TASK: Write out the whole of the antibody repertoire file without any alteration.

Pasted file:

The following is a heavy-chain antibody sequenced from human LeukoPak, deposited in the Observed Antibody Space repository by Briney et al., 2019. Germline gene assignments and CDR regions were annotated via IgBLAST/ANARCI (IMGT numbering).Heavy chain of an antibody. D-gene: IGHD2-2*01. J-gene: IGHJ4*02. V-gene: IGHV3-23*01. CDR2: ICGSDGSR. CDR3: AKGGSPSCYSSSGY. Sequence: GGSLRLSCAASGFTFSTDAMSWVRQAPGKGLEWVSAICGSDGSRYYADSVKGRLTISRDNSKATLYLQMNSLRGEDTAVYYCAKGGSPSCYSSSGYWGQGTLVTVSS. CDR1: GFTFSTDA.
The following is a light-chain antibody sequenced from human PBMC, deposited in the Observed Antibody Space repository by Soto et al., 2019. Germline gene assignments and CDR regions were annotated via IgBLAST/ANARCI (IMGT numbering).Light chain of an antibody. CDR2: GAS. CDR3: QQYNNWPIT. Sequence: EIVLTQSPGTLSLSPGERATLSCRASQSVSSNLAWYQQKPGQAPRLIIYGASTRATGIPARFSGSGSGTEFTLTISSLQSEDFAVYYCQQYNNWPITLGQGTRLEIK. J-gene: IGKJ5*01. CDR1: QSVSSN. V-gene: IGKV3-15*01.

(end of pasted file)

The following is a heavy-chain antibody sequenced from human LeukoPak, deposited in the Observed Antibody Space repository by Briney et al., 2019. Germline gene assignments and CDR regions were annotated via IgBLAST/ANARCI (IMGT numbering).Heavy chain of an antibody. D-gene: IGHD2-2*01. J-gene: IGHJ4*02. V-gene: IGHV3-23*01. CDR2: ICGSDGSR. CDR3: AKGGSPSCYSSSGY. Sequence: GGSLRLSCAASGFTFSTDAMSWVRQAPGKGLEWVSAICGSDGSRYYADSVKGRLTISRDNSKATLYLQMNSLRGEDTAVYYCAKGGSPSCYSSSGYWGQGTLVTVSS. CDR1: GFTFSTDA.
The following is a light-chain antibody sequenced from human PBMC, deposited in the Observed Antibody Space repository by Soto et al., 2019. Germline gene assignments and CDR regions were annotated via IgBLAST/ANARCI (IMGT numbering).Light chain of an antibody. CDR2: GAS. CDR3: QQYNNWPIT. Sequence: EIVLTQSPGTLSLSPGERATLSCRASQSVSSNLAWYQQKPGQAPRLIIYGASTRATGIPARFSGSGSGTEFTLTISSLQSEDFAVYYCQQYNNWPITLGQGTRLEIK. J-gene: IGKJ5*01. CDR1: QSVSSN. V-gene: IGKV3-15*01.